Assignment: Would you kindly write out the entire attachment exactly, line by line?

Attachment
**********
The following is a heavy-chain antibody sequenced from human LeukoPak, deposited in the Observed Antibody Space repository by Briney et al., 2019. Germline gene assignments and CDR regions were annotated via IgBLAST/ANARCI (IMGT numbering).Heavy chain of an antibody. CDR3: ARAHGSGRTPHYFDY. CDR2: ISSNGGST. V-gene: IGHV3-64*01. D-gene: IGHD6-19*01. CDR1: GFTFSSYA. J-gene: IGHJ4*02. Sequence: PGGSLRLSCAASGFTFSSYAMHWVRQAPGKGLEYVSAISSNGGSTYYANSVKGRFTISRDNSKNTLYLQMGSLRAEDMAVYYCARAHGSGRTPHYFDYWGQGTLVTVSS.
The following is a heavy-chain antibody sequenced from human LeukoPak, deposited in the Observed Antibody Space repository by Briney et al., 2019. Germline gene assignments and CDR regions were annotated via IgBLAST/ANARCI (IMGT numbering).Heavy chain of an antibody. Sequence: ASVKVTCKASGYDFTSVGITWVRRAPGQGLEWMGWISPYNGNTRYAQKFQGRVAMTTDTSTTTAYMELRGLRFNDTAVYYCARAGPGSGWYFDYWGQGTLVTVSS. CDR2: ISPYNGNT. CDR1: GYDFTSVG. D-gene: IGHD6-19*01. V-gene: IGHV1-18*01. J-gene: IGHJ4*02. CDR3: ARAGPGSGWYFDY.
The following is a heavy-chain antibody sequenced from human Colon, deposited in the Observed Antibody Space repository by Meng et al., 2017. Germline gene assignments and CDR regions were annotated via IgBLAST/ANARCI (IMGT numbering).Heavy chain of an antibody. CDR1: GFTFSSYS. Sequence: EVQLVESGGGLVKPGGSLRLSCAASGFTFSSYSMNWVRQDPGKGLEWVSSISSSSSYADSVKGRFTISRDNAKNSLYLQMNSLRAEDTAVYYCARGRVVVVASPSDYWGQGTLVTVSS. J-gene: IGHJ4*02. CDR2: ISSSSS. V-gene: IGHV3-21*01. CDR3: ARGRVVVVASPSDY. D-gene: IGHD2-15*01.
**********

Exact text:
The following is a heavy-chain antibody sequenced from human LeukoPak, deposited in the Observed Antibody Space repository by Briney et al., 2019. Germline gene assignments and CDR regions were annotated via IgBLAST/ANARCI (IMGT numbering).Heavy chain of an antibody. CDR3: ARAHGSGRTPHYFDY. CDR2: ISSNGGST. V-gene: IGHV3-64*01. D-gene: IGHD6-19*01. CDR1: GFTFSSYA. J-gene: IGHJ4*02. Sequence: PGGSLRLSCAASGFTFSSYAMHWVRQAPGKGLEYVSAISSNGGSTYYANSVKGRFTISRDNSKNTLYLQMGSLRAEDMAVYYCARAHGSGRTPHYFDYWGQGTLVTVSS.
The following is a heavy-chain antibody sequenced from human LeukoPak, deposited in the Observed Antibody Space repository by Briney et al., 2019. Germline gene assignments and CDR regions were annotated via IgBLAST/ANARCI (IMGT numbering).Heavy chain of an antibody. Sequence: ASVKVTCKASGYDFTSVGITWVRRAPGQGLEWMGWISPYNGNTRYAQKFQGRVAMTTDTSTTTAYMELRGLRFNDTAVYYCARAGPGSGWYFDYWGQGTLVTVSS. CDR2: ISPYNGNT. CDR1: GYDFTSVG. D-gene: IGHD6-19*01. V-gene: IGHV1-18*01. J-gene: IGHJ4*02. CDR3: ARAGPGSGWYFDY.
The following is a heavy-chain antibody sequenced from human Colon, deposited in the Observed Antibody Space repository by Meng et al., 2017. Germline gene assignments and CDR regions were annotated via IgBLAST/ANARCI (IMGT numbering).Heavy chain of an antibody. CDR1: GFTFSSYS. Sequence: EVQLVESGGGLVKPGGSLRLSCAASGFTFSSYSMNWVRQDPGKGLEWVSSISSSSSYADSVKGRFTISRDNAKNSLYLQMNSLRAEDTAVYYCARGRVVVVASPSDYWGQGTLVTVSS. J-gene: IGHJ4*02. CDR2: ISSSSS. V-gene: IGHV3-21*01. CDR3: ARGRVVVVASPSDY. D-gene: IGHD2-15*01.